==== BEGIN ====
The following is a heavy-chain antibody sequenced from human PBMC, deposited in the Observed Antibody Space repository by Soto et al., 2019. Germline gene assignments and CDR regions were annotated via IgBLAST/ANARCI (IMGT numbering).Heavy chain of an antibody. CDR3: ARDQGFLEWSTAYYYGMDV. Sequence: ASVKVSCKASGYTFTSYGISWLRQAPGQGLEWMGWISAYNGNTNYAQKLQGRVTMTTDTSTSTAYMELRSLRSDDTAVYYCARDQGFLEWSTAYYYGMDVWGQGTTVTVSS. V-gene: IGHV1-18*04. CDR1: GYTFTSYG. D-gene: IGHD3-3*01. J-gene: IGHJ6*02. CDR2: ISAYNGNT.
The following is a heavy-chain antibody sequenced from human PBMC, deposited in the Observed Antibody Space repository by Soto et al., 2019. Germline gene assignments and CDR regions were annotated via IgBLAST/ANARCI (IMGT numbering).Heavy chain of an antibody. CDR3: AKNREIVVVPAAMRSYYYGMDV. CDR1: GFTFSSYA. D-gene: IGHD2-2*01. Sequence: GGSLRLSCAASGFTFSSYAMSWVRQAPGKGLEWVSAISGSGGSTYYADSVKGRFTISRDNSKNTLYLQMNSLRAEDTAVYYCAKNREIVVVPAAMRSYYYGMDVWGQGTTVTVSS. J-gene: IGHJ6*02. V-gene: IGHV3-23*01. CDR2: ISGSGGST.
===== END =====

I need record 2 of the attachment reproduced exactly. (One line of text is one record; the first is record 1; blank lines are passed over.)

The following is a heavy-chain antibody sequenced from human PBMC, deposited in the Observed Antibody Space repository by Soto et al., 2019. Germline gene assignments and CDR regions were annotated via IgBLAST/ANARCI (IMGT numbering).Heavy chain of an antibody. CDR3: AKNREIVVVPAAMRSYYYGMDV. CDR1: GFTFSSYA. D-gene: IGHD2-2*01. Sequence: GGSLRLSCAASGFTFSSYAMSWVRQAPGKGLEWVSAISGSGGSTYYADSVKGRFTISRDNSKNTLYLQMNSLRAEDTAVYYCAKNREIVVVPAAMRSYYYGMDVWGQGTTVTVSS. J-gene: IGHJ6*02. V-gene: IGHV3-23*01. CDR2: ISGSGGST.